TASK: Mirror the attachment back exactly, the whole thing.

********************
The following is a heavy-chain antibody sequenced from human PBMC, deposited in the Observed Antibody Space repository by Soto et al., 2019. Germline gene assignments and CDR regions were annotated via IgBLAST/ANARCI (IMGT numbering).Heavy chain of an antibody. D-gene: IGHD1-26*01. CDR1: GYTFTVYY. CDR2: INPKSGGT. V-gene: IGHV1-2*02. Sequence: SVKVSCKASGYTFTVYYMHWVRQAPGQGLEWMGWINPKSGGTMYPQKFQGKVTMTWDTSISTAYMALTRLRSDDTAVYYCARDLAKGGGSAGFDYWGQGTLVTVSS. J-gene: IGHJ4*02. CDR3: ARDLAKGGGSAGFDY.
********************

The following is a heavy-chain antibody sequenced from human PBMC, deposited in the Observed Antibody Space repository by Soto et al., 2019. Germline gene assignments and CDR regions were annotated via IgBLAST/ANARCI (IMGT numbering).Heavy chain of an antibody. D-gene: IGHD1-26*01. CDR1: GYTFTVYY. CDR2: INPKSGGT. V-gene: IGHV1-2*02. Sequence: SVKVSCKASGYTFTVYYMHWVRQAPGQGLEWMGWINPKSGGTMYPQKFQGKVTMTWDTSISTAYMALTRLRSDDTAVYYCARDLAKGGGSAGFDYWGQGTLVTVSS. J-gene: IGHJ4*02. CDR3: ARDLAKGGGSAGFDY.